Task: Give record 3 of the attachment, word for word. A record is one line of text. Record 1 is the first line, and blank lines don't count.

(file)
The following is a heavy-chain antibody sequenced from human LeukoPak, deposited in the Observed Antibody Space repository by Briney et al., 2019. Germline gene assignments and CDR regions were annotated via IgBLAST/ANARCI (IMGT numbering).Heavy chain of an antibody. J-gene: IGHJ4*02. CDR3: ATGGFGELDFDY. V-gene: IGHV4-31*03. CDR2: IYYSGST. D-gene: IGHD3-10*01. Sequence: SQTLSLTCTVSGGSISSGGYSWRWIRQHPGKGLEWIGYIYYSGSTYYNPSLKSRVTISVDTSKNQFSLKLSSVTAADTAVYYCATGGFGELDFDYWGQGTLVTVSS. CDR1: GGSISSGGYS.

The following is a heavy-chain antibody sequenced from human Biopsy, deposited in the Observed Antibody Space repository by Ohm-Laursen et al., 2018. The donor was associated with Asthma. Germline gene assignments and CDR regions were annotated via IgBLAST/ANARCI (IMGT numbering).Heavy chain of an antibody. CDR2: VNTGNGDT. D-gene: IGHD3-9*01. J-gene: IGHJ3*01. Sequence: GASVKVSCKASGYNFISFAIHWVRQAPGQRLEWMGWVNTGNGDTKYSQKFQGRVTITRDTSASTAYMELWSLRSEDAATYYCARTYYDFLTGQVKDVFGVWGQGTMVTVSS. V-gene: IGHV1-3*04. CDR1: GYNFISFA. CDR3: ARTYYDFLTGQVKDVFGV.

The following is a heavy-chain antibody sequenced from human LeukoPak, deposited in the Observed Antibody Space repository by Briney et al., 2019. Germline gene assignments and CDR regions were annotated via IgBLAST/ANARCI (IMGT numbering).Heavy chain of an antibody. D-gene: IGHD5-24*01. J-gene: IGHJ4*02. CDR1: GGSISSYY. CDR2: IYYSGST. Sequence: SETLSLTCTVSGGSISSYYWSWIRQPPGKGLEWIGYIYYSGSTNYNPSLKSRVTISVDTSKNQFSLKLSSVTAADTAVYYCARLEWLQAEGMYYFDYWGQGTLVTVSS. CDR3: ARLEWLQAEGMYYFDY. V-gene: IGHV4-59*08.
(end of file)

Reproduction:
The following is a heavy-chain antibody sequenced from human LeukoPak, deposited in the Observed Antibody Space repository by Briney et al., 2019. Germline gene assignments and CDR regions were annotated via IgBLAST/ANARCI (IMGT numbering).Heavy chain of an antibody. D-gene: IGHD5-24*01. J-gene: IGHJ4*02. CDR1: GGSISSYY. CDR2: IYYSGST. Sequence: SETLSLTCTVSGGSISSYYWSWIRQPPGKGLEWIGYIYYSGSTNYNPSLKSRVTISVDTSKNQFSLKLSSVTAADTAVYYCARLEWLQAEGMYYFDYWGQGTLVTVSS. CDR3: ARLEWLQAEGMYYFDY. V-gene: IGHV4-59*08.